“One of the most salient features of our culture is that there is so much bullshit,” says Princeton philosopher Harry G. Frankfurt in his celebrated 2005 book On Bullshit. We see far too many examples of this in the Connecticut State Colleges and Universities (CSCU) upper management and Board of Regents, and it seriously shortchanges our state and tens of thousands of our college-age residents.

CSCU and its Board of Regents have been in existence for over ten years, and this imbroglio of ever more bloated administration and money waste and general embarrassing foolishness flails onward. 

Former Gov. Dannel Malloy kicked off this disaster with his operative Mark Ojakian as first lieutenant; Malloy is now Chancellor of the University of Maine system where he is currently fighting off a faculty-wide no confidence for pulling the same cronyist and transparent corporate nonsense he pulled in Connecticut, i.e., hiring poorly vetted and borderline candidates as presidents. (When he met them he thought they were such nice guys!)

Malloy and Ojakian are both gone from the CSCU system (thank goodness), but the harm lives on.  The current board and management continue questionable and corporate-driven practices and tactics, never listening to in-state higher ed professionals or long-term faculty and staff.  Why bother when pricey consultants hell-bent on the latest corporate cant can be hired at immense expense?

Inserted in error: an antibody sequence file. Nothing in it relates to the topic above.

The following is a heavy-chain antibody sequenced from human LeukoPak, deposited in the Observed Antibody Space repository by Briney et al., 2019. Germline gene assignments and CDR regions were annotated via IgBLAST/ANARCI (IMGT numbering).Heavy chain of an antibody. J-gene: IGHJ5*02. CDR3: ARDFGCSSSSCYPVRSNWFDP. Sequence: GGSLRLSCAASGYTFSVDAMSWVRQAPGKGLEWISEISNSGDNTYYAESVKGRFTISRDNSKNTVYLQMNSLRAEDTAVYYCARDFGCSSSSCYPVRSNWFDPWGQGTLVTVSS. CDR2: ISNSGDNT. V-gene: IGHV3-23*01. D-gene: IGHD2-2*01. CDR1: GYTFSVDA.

And so the BOR and Connecticut State Colleges and Universities (CSCU) administrators cling to their immersion in exactly the sort of Orwellian double-speak and poppy-cock that Frankfurt dissects in his book.  Some glaring and very much up-to-the-minute examples of Orwellian double-speak or just plain manure:

  1. “Centers of Excellence.” This is current corporate “consultant speak” for what we usually call offices or departments.  It (“the COE model”) is a euphemism for what in truth are stripped down, centralized, and at least partially dysfunctional offices with too few “generalists” and of course way too many chiefs above them.  The CSCU Human Resources system offices have been forced to adopt this term by god knows whom. We know what scholar Frankfurt would call this. Many within the system agree, especially given the very shaky performance of Human Resources and its “Centers of Excellence” this past few years. (Just listen in to faculty and staff meetings. You’ll get an earful.)